Ebola virus disease frequently causes death. The estimated incubation period of Ebola is from 2 to 21 days. Early stages include dry symptoms of flu-like conditions such as lethargy, chills, sore throat, fever of 38.6 oC or greater, myalgia, or muscle pain. Later wet symptoms also start to show, like nausea, vomiting, diarrhea, stomach pain, and hiccups, eventually leading to loss of fluids and cause dehydration. Rashes develop in almost half of the cases of EVD. Later, internal or external bleeding begins after five to seven days of dry and wet symptoms. Ebola patients have been reported to have reduced blood clotting, which leads to bleeding from the eyes, ears, or nose. Other conditions include blood in cough, vomit, and stool. The gastrointestinal tract, mainly the rectum, shows heavy bleeding in fewer cases. If the patient is kept under proper care and the immune system is strong enough to combat the deadly Ebola virus. Recovery is possible between 7 to 14 days from the appearance of the first symptom. Patients who survive EVD develop antibodies against the virus, which remain in the body for at least ten years.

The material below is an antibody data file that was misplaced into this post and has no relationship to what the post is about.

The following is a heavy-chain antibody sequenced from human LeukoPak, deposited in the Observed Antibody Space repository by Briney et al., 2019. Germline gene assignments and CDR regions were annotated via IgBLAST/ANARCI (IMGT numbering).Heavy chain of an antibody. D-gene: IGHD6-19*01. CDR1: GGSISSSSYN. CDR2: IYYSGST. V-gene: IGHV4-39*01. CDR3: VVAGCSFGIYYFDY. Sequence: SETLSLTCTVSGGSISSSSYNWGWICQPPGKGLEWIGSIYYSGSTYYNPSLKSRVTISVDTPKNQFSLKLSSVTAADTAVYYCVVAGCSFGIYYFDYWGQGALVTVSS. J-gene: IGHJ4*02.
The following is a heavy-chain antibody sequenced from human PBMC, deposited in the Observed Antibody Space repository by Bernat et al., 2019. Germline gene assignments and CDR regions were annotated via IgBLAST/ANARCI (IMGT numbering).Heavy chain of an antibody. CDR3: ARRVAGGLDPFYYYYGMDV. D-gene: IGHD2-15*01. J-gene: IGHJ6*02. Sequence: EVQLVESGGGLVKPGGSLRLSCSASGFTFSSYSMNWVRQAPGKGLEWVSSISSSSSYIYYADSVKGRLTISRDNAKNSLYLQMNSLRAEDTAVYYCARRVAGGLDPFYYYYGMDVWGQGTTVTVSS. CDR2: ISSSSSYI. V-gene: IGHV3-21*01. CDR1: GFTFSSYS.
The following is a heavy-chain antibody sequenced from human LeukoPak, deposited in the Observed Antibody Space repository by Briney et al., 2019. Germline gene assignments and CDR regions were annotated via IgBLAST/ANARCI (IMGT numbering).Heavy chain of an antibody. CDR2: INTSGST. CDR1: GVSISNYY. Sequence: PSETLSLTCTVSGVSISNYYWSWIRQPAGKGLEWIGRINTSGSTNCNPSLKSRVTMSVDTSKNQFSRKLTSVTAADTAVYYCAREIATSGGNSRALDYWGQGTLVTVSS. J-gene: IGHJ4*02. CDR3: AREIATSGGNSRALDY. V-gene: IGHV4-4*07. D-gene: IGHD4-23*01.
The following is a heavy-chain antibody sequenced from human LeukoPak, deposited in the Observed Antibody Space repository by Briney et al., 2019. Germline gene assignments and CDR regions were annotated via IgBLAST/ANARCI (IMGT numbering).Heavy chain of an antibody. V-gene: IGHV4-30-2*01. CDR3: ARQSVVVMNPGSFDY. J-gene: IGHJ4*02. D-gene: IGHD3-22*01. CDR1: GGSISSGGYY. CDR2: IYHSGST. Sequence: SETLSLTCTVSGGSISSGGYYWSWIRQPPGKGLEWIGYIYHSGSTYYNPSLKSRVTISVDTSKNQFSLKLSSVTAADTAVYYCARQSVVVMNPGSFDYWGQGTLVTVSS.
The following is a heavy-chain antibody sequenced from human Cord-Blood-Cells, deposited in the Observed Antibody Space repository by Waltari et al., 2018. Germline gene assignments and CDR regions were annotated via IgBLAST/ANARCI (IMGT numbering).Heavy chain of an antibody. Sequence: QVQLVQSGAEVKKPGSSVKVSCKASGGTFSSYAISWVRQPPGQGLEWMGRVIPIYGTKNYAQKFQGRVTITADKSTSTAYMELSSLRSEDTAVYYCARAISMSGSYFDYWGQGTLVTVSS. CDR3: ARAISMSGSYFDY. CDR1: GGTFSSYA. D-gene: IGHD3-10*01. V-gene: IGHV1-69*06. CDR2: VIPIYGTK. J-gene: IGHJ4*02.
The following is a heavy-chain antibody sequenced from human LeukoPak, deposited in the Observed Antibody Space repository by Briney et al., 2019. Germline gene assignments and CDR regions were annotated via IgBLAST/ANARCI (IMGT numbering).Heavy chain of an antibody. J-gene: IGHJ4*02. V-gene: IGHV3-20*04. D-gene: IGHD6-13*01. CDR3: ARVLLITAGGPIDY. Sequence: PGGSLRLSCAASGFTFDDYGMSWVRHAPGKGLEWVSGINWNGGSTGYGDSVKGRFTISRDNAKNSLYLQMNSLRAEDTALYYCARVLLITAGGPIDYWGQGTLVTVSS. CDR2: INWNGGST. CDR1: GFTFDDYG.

However, if there is a significant loss of fluids and heavy bleeding from the organs, coma, and death may occur within 6 to 16 days from the appearance of the first symptom.

Figure 2 Symptoms of EVD

Diagnosis of Ebola Virus Disease

The symptoms of the Ebola virus are often misdiagnosed due to their resemblance to the symptoms of other infections, including malaria, dengue, and typhoid fever. Therefore, diagnosing the Ebola virus can be challenging; however, samples of body fluids extracted from infected patients are subjected to laboratory tests, including antibody detection in the patient’s blood, virus-cell culturing, RNA or protein detection through real-time polymerase chain reaction (RT-PCR), or virus-specific proteins identification through enzyme-linked immunosorbent assay, in short ELISA. Cell culturing, RT-PCR, and ELISA have high sensitivity and specificity and are feasible irrespective of the viral infection stage, whereas antibodies such as IgM and IgG detection tests are more reliable in later stages of the disease. Likewise, although cell culturing is a reliable virus detection method, it is laborious and time-consuming, hence cannot be a feasible choice during EVD outbreaks.